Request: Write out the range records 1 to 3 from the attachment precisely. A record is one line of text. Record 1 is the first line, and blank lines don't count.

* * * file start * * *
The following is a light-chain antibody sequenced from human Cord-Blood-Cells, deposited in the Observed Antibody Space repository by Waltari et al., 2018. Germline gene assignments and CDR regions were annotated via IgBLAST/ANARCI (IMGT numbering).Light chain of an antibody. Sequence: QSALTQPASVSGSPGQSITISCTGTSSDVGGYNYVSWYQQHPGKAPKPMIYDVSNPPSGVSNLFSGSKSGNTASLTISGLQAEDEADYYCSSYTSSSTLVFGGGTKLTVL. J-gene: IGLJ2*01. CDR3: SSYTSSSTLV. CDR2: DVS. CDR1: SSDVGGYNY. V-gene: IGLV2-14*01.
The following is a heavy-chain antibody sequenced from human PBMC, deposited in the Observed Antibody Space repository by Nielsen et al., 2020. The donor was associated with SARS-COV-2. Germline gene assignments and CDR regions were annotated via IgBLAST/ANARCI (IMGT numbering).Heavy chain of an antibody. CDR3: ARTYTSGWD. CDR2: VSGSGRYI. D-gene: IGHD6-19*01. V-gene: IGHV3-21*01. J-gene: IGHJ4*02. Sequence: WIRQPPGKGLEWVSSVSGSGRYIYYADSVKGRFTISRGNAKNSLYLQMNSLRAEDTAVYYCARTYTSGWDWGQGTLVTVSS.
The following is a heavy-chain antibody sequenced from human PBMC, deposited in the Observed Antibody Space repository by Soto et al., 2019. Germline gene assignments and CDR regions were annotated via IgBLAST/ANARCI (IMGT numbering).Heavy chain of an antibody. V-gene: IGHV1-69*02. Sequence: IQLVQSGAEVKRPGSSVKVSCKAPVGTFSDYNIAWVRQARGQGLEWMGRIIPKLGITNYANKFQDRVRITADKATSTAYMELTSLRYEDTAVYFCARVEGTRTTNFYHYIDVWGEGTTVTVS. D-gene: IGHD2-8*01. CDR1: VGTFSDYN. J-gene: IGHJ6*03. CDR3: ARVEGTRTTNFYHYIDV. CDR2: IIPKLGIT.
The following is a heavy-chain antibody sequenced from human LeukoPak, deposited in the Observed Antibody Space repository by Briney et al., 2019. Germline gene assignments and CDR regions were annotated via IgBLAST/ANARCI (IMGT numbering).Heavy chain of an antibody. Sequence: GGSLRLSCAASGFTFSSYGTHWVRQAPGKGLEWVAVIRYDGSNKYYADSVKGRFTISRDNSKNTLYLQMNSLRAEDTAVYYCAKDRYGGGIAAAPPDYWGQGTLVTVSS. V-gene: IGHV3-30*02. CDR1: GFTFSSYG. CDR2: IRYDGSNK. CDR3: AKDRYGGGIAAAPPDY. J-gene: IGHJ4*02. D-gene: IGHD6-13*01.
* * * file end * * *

The following is a light-chain antibody sequenced from human Cord-Blood-Cells, deposited in the Observed Antibody Space repository by Waltari et al., 2018. Germline gene assignments and CDR regions were annotated via IgBLAST/ANARCI (IMGT numbering).Light chain of an antibody. Sequence: QSALTQPASVSGSPGQSITISCTGTSSDVGGYNYVSWYQQHPGKAPKPMIYDVSNPPSGVSNLFSGSKSGNTASLTISGLQAEDEADYYCSSYTSSSTLVFGGGTKLTVL. J-gene: IGLJ2*01. CDR3: SSYTSSSTLV. CDR2: DVS. CDR1: SSDVGGYNY. V-gene: IGLV2-14*01.
The following is a heavy-chain antibody sequenced from human PBMC, deposited in the Observed Antibody Space repository by Nielsen et al., 2020. The donor was associated with SARS-COV-2. Germline gene assignments and CDR regions were annotated via IgBLAST/ANARCI (IMGT numbering).Heavy chain of an antibody. CDR3: ARTYTSGWD. CDR2: VSGSGRYI. D-gene: IGHD6-19*01. V-gene: IGHV3-21*01. J-gene: IGHJ4*02. Sequence: WIRQPPGKGLEWVSSVSGSGRYIYYADSVKGRFTISRGNAKNSLYLQMNSLRAEDTAVYYCARTYTSGWDWGQGTLVTVSS.
The following is a heavy-chain antibody sequenced from human PBMC, deposited in the Observed Antibody Space repository by Soto et al., 2019. Germline gene assignments and CDR regions were annotated via IgBLAST/ANARCI (IMGT numbering).Heavy chain of an antibody. V-gene: IGHV1-69*02. Sequence: IQLVQSGAEVKRPGSSVKVSCKAPVGTFSDYNIAWVRQARGQGLEWMGRIIPKLGITNYANKFQDRVRITADKATSTAYMELTSLRYEDTAVYFCARVEGTRTTNFYHYIDVWGEGTTVTVS. D-gene: IGHD2-8*01. CDR1: VGTFSDYN. J-gene: IGHJ6*03. CDR3: ARVEGTRTTNFYHYIDV. CDR2: IIPKLGIT.